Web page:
Two new nursing homes for veterans to open in NC

mquillin@newsobserver.com June 17, 2012 

  • More information For more information about the state’s nursing homes for veterans, contact the N.C. Division of Veterans Affairs at 919-807-4250.
  • Who can live here? Any honorably discharged veteran who served on active duty for other than training purposes is eligible for a spot in a state veterans home after living in North Carolina for at least two years. Some beds also may be given to dependents of eligible veterans and to parents who have lost children to military combat. Veterans must be referred by a licensed physician and be in need of skilled nursing care.

The N.C. Division of Veterans Affairs will open two skilled nursing facilities for veterans in the next several months, expanding the state’s capacity to care for its elderly soldiers.

The new homes, each with 100 beds, are in Kinston and Black Mountain.

“It’s going to be great to have this space available,” said Greg Hughes, chief of social work for the Durham VA Medical Center, which will oversee the medical care provided at the home in Kinston. The one in Black Mountain will be administered by the Asheville VA Medical Center.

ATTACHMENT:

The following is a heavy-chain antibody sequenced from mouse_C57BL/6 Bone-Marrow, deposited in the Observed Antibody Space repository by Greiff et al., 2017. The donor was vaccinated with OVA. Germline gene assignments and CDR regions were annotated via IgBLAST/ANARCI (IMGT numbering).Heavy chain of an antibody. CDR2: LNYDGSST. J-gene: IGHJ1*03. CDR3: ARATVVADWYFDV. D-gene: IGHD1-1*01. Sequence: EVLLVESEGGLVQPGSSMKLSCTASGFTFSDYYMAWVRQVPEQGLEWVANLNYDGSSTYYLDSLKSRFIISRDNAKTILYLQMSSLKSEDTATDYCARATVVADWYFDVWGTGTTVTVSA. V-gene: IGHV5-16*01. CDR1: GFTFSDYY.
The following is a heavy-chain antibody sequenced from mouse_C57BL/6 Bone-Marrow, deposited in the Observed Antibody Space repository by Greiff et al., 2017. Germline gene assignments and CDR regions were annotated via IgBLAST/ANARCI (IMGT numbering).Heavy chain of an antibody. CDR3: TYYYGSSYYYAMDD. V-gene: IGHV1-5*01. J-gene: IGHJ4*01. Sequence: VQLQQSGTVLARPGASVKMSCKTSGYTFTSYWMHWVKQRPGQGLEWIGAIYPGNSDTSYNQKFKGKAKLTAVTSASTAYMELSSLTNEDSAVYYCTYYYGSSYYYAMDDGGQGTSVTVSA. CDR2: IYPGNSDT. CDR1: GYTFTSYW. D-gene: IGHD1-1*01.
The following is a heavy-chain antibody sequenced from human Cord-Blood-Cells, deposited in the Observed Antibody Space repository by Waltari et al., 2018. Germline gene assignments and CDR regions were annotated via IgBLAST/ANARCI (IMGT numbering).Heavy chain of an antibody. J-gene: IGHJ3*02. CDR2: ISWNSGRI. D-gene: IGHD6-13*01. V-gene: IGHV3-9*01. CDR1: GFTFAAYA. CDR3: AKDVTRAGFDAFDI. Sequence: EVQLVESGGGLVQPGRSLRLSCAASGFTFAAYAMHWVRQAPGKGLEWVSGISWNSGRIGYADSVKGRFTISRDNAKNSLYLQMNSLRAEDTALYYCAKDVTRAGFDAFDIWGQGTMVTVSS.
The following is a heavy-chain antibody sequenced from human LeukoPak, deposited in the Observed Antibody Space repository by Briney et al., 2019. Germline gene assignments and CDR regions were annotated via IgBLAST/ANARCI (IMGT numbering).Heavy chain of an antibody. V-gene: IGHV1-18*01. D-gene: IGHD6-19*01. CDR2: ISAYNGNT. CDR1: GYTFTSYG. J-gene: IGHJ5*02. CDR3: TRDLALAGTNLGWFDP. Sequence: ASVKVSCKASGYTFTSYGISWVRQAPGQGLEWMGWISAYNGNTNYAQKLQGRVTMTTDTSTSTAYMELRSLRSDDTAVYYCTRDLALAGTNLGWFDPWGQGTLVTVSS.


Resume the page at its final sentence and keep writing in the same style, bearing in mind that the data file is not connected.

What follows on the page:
Other skilled nursing facilities for veterans are located in Salisbury, Fayetteville and within the Durham VA. Each of the those has from 100 to 120 beds.

The new homes were built with a combination of money from the state and the U.S. Department of Veterans Affairs. The VA set aside $14.6 million for the home in Black Mountain, near Asheville, and $12 million for the one in Kinston. The federal money was from the 2009 American Recovery and Reinvestment Act.

The properties belong to and are administered by the state, with each resident receiving a per diem from the VA. Depending on their financial need, some veterans’ stays are paid entirely by the VA. Others make a partial payment using personal funds, Medicaid, Medicare or private insurance.

Each of the new homes is expected to employ 150 to 170 people.

Tim Wipperman, assistant secretary for the state Division of Veterans Affairs, said the new homes will have all private rooms, arranged in “neighborhoods” of 12 to 14 residents, each with its own dining room, day room, living room and outdoor area. Larger groups of residents will be able to gather in bigger common areas when needed.

“We’re trying to make them as home-like as possible,” Wipperman said.

Wipperman said the homes include such amenities as a therapy pool with a treadmill built into the bottom.

The homes are designed to accommodate both long-term residents and patients who need therapy to be able to return to other living arrangements.

North Carolina has about 766,000 veterans.

“The need is pretty significant,” Hughes said. “I think there probably will be a waiting list.”

Quillin: 919-829-8989

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